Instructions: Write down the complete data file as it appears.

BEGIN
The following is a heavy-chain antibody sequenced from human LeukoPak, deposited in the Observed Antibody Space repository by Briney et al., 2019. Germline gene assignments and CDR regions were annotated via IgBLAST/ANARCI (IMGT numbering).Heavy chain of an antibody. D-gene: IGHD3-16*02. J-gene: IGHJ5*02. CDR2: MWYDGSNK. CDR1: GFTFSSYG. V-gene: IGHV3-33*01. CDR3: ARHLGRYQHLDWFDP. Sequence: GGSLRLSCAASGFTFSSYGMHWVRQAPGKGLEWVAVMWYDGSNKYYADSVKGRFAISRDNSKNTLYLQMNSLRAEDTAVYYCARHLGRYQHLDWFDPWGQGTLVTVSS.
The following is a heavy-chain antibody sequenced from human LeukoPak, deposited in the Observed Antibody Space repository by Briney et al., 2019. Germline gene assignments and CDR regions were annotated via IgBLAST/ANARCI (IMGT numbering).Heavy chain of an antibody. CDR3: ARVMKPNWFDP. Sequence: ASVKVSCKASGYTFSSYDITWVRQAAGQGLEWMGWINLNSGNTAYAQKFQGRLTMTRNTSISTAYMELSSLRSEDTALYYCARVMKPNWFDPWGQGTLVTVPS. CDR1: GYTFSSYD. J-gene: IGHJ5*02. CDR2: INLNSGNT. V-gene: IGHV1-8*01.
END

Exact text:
The following is a heavy-chain antibody sequenced from human LeukoPak, deposited in the Observed Antibody Space repository by Briney et al., 2019. Germline gene assignments and CDR regions were annotated via IgBLAST/ANARCI (IMGT numbering).Heavy chain of an antibody. D-gene: IGHD3-16*02. J-gene: IGHJ5*02. CDR2: MWYDGSNK. CDR1: GFTFSSYG. V-gene: IGHV3-33*01. CDR3: ARHLGRYQHLDWFDP. Sequence: GGSLRLSCAASGFTFSSYGMHWVRQAPGKGLEWVAVMWYDGSNKYYADSVKGRFAISRDNSKNTLYLQMNSLRAEDTAVYYCARHLGRYQHLDWFDPWGQGTLVTVSS.
The following is a heavy-chain antibody sequenced from human LeukoPak, deposited in the Observed Antibody Space repository by Briney et al., 2019. Germline gene assignments and CDR regions were annotated via IgBLAST/ANARCI (IMGT numbering).Heavy chain of an antibody. CDR3: ARVMKPNWFDP. Sequence: ASVKVSCKASGYTFSSYDITWVRQAAGQGLEWMGWINLNSGNTAYAQKFQGRLTMTRNTSISTAYMELSSLRSEDTALYYCARVMKPNWFDPWGQGTLVTVPS. CDR1: GYTFSSYD. J-gene: IGHJ5*02. CDR2: INLNSGNT. V-gene: IGHV1-8*01.